Last weekend the Midwest Native Plant Society hosted a wonderful conference at Shawnee State Park's lodge. Nearly 200 people were in attendance, and there was much to see: plants galore, snakes, lots of birds, amphibians, and more. The 1,100-acre park is nestled within the 70,000 acres of Shawnee State Forest and the biodiversity is extreme. But it was hard to beat this pair of kites.
While botanizing in the depths of the forest 6 or 7 years ago, in early summer, I heard the unmistakable calls of Mississippi Kites, but could not clap eyes on them. The following year park naturalist Jenny Richards located presumably the same birds near the nature center where they were a fixture much of that summer. A pair of kites has been present ever since.
This year the kites have shifted their base camp to the cabins at the lodge. There are a couple conspicuous dead snags between cabins 14 and 15, and when not out hunting one or both kites sit in those snags where they cannot be missed. There are even conveniently located benches with great views. It's kind of like going to the movies, except you're watching real live kites.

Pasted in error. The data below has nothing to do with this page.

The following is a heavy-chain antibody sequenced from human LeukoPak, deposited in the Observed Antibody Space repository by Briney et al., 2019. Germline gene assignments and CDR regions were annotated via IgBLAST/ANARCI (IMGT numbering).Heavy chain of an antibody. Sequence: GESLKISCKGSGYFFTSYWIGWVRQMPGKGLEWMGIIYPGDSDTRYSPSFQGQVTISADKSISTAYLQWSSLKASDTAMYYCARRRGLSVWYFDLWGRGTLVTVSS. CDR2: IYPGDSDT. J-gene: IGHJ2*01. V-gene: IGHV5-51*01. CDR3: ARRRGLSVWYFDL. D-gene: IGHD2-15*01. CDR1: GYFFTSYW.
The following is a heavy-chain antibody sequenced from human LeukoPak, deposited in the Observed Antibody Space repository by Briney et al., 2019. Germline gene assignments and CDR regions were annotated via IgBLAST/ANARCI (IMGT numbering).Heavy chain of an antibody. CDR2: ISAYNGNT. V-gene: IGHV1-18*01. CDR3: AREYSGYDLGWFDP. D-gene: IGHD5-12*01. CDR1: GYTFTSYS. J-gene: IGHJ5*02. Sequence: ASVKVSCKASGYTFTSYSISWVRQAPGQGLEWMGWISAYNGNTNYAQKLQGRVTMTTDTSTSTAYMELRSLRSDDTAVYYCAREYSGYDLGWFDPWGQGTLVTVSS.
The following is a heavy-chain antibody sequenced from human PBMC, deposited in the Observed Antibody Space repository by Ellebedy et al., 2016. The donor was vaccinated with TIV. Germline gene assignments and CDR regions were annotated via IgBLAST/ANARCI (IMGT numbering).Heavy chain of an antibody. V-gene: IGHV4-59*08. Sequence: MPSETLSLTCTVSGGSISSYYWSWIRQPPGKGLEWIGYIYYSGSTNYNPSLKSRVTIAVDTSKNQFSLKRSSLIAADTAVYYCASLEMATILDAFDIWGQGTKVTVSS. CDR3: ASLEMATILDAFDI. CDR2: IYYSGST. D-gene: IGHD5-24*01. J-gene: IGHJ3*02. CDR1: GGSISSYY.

And the kites put on a show. It seemed that about every time the male would join the female at the snags, he would mount her in a hopefully successful effort to produce kitelets. Sometimes he would bring her a grasshopper. Occasionally one of the kites would perch atop an oak directly over the viewing area - they are hardly shrinking violets and paid people no mind. We were especially pleased to see them carrying sticks to a likely nest site somewhere in the nearby forest.
Kites are light and incredibly agile. Flyers extraordinaire, they deftly pluck insects such as cicadas (they'll emerge a bit later) dragonflies, and grasshoppers from the air. Small snakes and birds are also fair game.
The first Ohio record of Mississippi Kite (in modern times at least) was in 1978 in Franklin County. When Bruce Peterjohn published his 2nd edition of The Birds of Ohio in 2001, he only was aware of nine records. In the two decades since then, records have skyrocketed, and multiple birds are now documented annually. The first confirmed nesting was in 2008 in Hocking County and now there are probably at least a few nesting pairs in southern Ohio.
The Shawnee kites are easily observed and if you're in the area, it'd be worth stopping by for a look. If they aren't on the snags around cabin 15, just wait a bit and they'll likely appear. Nearly everyone who attended the recent conference got to see them, and often large throngs of people assembled to ooh and aah over the sporty kites.